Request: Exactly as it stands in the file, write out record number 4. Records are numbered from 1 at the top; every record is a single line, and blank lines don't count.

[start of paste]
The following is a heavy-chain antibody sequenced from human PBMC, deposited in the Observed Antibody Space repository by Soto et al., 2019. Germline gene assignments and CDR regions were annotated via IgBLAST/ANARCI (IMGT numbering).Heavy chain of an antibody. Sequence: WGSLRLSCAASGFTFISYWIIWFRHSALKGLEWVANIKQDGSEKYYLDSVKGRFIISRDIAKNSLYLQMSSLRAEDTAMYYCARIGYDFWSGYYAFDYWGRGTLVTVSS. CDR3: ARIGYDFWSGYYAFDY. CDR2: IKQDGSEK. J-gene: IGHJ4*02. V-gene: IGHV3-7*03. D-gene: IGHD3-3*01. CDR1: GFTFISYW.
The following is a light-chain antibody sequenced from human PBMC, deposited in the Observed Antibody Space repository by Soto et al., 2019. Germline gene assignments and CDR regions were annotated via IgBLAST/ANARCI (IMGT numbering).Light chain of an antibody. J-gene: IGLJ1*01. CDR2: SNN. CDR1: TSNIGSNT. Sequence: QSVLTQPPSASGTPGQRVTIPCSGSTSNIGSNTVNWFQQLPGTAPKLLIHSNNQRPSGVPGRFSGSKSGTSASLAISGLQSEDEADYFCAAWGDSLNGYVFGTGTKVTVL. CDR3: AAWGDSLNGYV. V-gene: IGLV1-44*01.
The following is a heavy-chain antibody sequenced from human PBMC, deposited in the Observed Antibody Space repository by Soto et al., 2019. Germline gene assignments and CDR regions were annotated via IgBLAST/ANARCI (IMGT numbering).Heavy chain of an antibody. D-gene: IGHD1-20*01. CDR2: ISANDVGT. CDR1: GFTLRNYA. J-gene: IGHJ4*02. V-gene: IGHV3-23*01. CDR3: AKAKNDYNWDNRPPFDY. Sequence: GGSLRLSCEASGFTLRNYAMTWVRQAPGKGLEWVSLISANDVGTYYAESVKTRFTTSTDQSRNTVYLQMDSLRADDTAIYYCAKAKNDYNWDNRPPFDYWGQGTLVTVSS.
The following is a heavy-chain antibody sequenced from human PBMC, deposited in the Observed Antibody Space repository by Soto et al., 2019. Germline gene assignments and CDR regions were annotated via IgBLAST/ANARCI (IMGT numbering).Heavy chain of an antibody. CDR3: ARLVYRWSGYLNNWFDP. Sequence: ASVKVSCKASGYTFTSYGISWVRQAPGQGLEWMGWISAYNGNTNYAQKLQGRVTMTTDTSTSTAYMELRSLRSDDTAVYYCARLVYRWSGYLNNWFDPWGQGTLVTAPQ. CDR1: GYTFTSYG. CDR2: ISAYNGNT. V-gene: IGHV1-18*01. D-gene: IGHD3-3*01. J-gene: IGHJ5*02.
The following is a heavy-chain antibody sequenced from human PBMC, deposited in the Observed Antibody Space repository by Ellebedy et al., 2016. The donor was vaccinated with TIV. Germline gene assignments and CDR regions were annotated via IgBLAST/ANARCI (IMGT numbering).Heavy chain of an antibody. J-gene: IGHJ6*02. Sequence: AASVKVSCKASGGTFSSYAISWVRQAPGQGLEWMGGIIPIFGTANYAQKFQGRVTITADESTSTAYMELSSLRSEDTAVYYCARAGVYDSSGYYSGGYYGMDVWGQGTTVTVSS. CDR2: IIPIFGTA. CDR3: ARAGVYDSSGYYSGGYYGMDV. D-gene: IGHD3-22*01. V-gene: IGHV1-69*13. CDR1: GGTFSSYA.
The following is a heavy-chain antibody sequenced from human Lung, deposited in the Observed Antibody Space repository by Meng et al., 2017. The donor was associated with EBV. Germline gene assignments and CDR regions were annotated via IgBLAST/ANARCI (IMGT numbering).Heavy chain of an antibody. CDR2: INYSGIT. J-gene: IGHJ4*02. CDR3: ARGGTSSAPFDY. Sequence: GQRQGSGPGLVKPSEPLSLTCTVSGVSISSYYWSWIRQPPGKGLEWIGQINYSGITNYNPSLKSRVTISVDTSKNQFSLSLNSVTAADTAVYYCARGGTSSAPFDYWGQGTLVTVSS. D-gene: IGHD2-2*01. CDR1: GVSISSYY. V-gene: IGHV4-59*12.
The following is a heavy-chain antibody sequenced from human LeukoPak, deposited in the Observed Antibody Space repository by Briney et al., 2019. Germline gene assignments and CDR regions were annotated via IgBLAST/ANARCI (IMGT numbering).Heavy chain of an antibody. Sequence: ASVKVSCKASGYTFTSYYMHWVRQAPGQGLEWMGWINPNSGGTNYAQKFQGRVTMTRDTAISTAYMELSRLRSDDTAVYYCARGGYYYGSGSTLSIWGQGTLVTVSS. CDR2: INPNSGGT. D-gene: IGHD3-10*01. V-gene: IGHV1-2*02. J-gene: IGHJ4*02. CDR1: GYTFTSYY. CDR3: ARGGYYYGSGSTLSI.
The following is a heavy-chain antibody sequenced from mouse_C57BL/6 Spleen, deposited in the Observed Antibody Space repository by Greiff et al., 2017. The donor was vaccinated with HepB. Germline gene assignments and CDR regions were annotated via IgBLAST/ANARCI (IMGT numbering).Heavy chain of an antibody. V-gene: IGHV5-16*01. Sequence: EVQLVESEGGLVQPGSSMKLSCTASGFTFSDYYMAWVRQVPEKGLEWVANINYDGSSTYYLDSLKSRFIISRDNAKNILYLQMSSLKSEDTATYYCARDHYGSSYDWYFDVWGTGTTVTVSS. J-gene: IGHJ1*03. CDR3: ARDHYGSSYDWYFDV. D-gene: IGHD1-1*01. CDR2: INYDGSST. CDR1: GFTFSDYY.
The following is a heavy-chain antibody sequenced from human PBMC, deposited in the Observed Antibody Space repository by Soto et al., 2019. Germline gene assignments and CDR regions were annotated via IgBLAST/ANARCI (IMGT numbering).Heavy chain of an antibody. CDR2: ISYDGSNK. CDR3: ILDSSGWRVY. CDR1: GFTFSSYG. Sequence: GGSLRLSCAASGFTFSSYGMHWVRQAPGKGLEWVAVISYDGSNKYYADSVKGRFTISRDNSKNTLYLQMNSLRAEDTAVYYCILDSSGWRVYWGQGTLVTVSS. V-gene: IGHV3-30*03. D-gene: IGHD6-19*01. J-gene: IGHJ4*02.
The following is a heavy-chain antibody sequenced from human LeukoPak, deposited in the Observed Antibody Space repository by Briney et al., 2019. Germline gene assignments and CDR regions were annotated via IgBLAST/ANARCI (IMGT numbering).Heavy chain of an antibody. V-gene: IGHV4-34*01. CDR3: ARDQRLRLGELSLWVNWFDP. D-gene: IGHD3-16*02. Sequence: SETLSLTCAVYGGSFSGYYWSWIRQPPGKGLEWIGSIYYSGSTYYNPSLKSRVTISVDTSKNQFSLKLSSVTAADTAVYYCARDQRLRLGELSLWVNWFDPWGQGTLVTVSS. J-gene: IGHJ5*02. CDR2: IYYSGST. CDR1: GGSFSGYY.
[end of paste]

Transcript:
The following is a heavy-chain antibody sequenced from human PBMC, deposited in the Observed Antibody Space repository by Soto et al., 2019. Germline gene assignments and CDR regions were annotated via IgBLAST/ANARCI (IMGT numbering).Heavy chain of an antibody. CDR3: ARLVYRWSGYLNNWFDP. Sequence: ASVKVSCKASGYTFTSYGISWVRQAPGQGLEWMGWISAYNGNTNYAQKLQGRVTMTTDTSTSTAYMELRSLRSDDTAVYYCARLVYRWSGYLNNWFDPWGQGTLVTAPQ. CDR1: GYTFTSYG. CDR2: ISAYNGNT. V-gene: IGHV1-18*01. D-gene: IGHD3-3*01. J-gene: IGHJ5*02.